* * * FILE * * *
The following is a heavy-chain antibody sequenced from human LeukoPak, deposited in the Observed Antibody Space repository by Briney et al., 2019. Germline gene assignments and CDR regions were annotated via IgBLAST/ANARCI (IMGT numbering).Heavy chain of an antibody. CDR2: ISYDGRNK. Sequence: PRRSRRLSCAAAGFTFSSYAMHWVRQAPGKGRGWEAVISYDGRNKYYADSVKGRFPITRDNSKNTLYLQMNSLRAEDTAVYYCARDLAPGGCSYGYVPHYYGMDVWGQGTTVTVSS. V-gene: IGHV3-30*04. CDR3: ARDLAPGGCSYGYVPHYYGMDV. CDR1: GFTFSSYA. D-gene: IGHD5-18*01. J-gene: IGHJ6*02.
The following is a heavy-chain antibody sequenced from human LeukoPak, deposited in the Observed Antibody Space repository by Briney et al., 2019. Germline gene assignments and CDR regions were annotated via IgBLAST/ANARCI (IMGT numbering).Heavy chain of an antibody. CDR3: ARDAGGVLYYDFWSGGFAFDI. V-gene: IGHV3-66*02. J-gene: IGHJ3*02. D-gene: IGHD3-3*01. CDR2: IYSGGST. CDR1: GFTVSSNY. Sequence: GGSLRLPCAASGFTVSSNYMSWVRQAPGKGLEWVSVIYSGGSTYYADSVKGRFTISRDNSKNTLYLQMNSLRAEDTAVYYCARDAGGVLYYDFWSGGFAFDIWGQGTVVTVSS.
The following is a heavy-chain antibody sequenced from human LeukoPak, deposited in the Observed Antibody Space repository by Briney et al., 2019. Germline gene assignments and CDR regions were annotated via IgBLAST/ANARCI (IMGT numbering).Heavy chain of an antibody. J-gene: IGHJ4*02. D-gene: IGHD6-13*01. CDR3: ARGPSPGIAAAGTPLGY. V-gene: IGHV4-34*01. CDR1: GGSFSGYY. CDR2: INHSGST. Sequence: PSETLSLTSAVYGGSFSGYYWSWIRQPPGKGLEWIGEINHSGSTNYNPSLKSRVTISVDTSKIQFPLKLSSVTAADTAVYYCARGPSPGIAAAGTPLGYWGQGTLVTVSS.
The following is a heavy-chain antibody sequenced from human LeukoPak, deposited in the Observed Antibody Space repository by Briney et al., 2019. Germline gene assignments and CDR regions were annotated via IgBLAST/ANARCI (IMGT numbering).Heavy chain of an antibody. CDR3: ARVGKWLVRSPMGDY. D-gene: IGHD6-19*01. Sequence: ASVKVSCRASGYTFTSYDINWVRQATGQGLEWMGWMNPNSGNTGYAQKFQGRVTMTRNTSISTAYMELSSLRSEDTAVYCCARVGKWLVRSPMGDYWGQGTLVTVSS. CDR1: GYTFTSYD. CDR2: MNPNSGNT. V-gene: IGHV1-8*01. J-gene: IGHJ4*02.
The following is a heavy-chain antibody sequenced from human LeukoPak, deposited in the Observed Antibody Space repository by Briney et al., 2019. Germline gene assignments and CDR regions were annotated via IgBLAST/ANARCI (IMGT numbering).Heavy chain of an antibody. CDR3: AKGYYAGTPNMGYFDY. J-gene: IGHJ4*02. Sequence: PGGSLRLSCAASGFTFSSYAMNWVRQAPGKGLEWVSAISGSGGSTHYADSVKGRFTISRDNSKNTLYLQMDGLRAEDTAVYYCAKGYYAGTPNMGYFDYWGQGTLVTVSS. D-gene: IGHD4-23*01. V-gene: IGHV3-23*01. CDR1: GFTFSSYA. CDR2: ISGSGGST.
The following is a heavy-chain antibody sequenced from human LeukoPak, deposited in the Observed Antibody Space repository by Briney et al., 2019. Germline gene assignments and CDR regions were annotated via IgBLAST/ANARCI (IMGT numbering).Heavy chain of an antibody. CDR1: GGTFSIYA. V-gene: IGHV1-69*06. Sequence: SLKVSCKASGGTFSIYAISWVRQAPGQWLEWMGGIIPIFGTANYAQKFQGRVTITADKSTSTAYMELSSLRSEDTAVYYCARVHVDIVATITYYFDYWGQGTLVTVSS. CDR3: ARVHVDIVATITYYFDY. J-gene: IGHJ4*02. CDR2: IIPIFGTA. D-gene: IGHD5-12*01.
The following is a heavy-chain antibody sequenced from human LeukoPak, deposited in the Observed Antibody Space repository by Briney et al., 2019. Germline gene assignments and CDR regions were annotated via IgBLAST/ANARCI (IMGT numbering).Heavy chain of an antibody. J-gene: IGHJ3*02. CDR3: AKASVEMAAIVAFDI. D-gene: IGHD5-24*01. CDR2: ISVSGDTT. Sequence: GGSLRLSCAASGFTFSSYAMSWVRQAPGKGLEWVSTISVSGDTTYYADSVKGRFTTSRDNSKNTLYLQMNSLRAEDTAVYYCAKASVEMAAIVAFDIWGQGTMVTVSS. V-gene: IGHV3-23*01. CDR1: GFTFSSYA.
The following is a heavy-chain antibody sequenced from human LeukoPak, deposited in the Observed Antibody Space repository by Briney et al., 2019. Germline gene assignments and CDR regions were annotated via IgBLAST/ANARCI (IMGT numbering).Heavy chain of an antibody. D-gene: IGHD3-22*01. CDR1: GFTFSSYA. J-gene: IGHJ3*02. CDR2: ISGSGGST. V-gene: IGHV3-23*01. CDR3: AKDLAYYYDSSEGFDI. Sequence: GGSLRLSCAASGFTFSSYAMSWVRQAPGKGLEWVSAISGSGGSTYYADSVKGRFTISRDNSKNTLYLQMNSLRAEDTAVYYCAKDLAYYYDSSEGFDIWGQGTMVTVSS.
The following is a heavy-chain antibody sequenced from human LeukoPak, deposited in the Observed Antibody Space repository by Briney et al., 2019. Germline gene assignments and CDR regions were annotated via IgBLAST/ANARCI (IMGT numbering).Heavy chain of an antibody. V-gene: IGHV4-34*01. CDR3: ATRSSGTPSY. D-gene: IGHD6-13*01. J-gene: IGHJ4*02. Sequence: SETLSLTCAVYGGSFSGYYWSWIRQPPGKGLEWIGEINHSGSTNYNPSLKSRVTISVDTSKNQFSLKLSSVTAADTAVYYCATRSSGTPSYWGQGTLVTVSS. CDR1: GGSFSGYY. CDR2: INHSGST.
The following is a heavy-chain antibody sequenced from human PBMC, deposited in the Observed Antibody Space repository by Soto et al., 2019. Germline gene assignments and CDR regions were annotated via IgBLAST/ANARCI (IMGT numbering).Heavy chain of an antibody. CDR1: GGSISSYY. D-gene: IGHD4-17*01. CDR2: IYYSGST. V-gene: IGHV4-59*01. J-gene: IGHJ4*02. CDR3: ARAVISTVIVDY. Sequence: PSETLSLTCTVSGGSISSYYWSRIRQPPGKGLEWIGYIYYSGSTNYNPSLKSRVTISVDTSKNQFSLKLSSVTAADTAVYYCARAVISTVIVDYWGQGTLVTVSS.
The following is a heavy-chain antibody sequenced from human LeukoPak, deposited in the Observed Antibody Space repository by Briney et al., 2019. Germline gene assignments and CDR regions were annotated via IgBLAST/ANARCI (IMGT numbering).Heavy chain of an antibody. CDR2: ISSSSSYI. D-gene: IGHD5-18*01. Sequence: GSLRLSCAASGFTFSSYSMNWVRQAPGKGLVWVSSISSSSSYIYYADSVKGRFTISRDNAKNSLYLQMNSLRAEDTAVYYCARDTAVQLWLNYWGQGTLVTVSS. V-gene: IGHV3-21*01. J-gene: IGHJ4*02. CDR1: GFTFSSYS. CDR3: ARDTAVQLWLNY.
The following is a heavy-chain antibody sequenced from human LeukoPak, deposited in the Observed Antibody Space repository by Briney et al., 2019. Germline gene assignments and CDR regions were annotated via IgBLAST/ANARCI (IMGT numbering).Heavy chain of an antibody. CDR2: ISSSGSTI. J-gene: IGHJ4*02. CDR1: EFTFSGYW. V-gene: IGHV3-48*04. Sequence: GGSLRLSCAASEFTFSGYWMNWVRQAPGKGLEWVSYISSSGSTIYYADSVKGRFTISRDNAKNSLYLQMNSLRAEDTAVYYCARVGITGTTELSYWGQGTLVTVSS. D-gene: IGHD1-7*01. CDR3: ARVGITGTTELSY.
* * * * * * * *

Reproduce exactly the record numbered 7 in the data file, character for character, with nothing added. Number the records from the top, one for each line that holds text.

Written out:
The following is a heavy-chain antibody sequenced from human LeukoPak, deposited in the Observed Antibody Space repository by Briney et al., 2019. Germline gene assignments and CDR regions were annotated via IgBLAST/ANARCI (IMGT numbering).Heavy chain of an antibody. J-gene: IGHJ3*02. CDR3: AKASVEMAAIVAFDI. D-gene: IGHD5-24*01. CDR2: ISVSGDTT. Sequence: GGSLRLSCAASGFTFSSYAMSWVRQAPGKGLEWVSTISVSGDTTYYADSVKGRFTTSRDNSKNTLYLQMNSLRAEDTAVYYCAKASVEMAAIVAFDIWGQGTMVTVSS. V-gene: IGHV3-23*01. CDR1: GFTFSSYA.